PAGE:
In general SPR is a form of stochastic modeling and much thought and analysis should go into its application. When stochastic modeling is used for insurance applications, there are teams of actuaries that work on the stochastic model. it should not be taken lightly. At its core, SPR is a tool to help system developers avoid a Type-I error (mistakenly beleive a system has value when it doesn’t). Lack of due diligence in setting up the stochastic model not only eliminates any benefit but can enhance false confidence.

Lastly, this trading system uses only one symbol, the E-mini. My concern with these types of systems when coming from elsewhere is that the symbol choice could have been optimized just like system rules and parameters. I’d run SPR on the system run on similar contracts (e.g. NASDAQ, Russel) before I’d start to draw any performance conclusions.

10:03 am

Thanks for the recommendations. I appreciate you taking the time to post your thoughts. I’ll be following up this article with another to accommodate some of your recommendations including to expand the testing of the results to use non-parametric statistics on the final results. In regards to your questions:

1) I used the entire history of the Emini from 1997 through 2015. I stopped at 2015 to leave the remainder as out of sample. Maybe I misspoke during the video and incorrectly stated 10 years of history but the actual results are based upon the entire history.

2) I’ll add a stop loss and profit target to the next test. Other than that, this trading model only has two other inputs. This will bring it up to four.

3) The trading model is taking advantage of the short-term mean reverting nature of the S&P.

I also like the idea of testing this on other related symbols such as YM, NQ and ER. I also believe most readers will not simply see SRP as an end all to testing. Readers of System Trader Success, most of them anyway, know there are many tests and development process that must be followed before taking a system live. SRP is just one of many tools and techniques but, your concern is noted and appreciated. Thank again!

3:40 am

Hi Jeff, I want to thank you for making the video which helped me enormously in understanding this approach. Statistics can be a pretty dry subject for an article, or maybe that’s just me, but the video really brought it to life and explained the key points really well.

9:56 am

You’re welcome! Thanks for writing.

11:54 pm

Hi Jeff,

One point to add with regard to your video. I have different perspective when calculating how well your system will perform. When you subtract 1 stdev from the mean it really indicates that 84.38% of the time( 68%/ 2 + 50%, where the 50% is the amount to the right of the mean), the system will produce a profit greater than $31,610. For 2 stdev, 97.5% and for 3 stdev – 99.85% of the time the profit will be greater than $24,538.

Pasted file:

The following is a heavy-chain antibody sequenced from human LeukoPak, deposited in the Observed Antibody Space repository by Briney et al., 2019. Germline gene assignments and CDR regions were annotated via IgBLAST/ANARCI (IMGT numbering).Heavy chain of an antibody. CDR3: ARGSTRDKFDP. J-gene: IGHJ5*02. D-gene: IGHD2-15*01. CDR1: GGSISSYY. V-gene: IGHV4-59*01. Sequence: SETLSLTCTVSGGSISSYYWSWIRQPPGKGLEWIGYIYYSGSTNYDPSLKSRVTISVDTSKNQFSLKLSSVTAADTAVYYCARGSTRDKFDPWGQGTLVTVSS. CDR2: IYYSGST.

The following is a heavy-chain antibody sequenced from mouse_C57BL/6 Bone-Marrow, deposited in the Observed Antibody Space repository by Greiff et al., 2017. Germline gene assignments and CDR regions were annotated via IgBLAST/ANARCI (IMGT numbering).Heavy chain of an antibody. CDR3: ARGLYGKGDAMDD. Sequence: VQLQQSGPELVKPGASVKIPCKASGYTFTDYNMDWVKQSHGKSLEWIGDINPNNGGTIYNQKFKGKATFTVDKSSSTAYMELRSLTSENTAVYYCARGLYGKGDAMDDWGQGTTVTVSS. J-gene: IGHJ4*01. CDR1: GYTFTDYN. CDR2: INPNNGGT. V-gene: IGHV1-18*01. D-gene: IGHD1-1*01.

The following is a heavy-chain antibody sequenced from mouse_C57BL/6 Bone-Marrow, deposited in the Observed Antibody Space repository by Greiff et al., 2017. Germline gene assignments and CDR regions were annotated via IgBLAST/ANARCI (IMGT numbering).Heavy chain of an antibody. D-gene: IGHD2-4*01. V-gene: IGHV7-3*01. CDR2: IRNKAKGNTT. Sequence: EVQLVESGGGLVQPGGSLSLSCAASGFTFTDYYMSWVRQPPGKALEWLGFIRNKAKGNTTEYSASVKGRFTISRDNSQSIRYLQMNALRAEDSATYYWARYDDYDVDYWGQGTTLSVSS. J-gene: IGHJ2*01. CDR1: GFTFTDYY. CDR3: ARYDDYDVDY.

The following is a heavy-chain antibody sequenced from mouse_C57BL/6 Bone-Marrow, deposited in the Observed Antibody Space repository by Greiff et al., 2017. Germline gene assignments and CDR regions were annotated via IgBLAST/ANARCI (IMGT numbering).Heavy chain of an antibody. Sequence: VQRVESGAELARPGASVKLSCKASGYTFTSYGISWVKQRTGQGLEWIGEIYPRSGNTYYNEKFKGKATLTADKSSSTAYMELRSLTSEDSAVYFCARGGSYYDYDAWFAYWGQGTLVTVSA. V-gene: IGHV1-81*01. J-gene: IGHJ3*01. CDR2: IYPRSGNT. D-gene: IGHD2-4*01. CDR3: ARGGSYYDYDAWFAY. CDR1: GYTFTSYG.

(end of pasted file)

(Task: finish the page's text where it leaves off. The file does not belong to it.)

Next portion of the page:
What I gather from Walton’s comment is that this test appears to be an indication of parameter sensitivity rather then how well a system will perform.

Many thanks for the article and video.

Loser

9:54 am

Hey Loser. Thanks for writing. In regards to your first paragraph, I think we’re saying the same thing as I agree with what you wrote. Walton has also recommended to me that using quintiles would be a better approach. In a follow-up article I’m going to look into that. As for your last paragraph I see parameter sensitivity and system performance as the same thing. I see parameter sensitivity having a direct causal relationship to system performance. You’re looking at one side of the coin but I’m looking at the opposite side but, it’s the same coin.

9:46 am

I’m confused. I thought the point of SPP was to get away from anything else that left potential parameter combinations untested. SPR takes random combinations of parameters and tests them, right? The more trials, the closer you get to SPP (all combinations) but there will likely still be some untested.

Are SPP and SPR to be used together?

Thanks,

Mark

9:30 am

I interpret this a bit differently after reading it a second time. Isn’t this just Monte Carlo simulation?

10:18 am

Hi Jeff,

This is a good post and interesting TS code. But wouldn’t running a 1000 iteration optimization in the standard way and then randomly pick 50 out of those iteration, essentially provide the same result?

Maybe I’m missing something here…

thanks

2:57 pm

You’re correct, in this example. But the number of possible outcomes expands dramatically when you increase the number of inputs and input ranges. So, it will depend upon your system. Thus, in some situations you’ll have well over 1,000 possible outcomes. In those cases you can take your 1,000 or 5,000 samples to get an estimate of likely returns.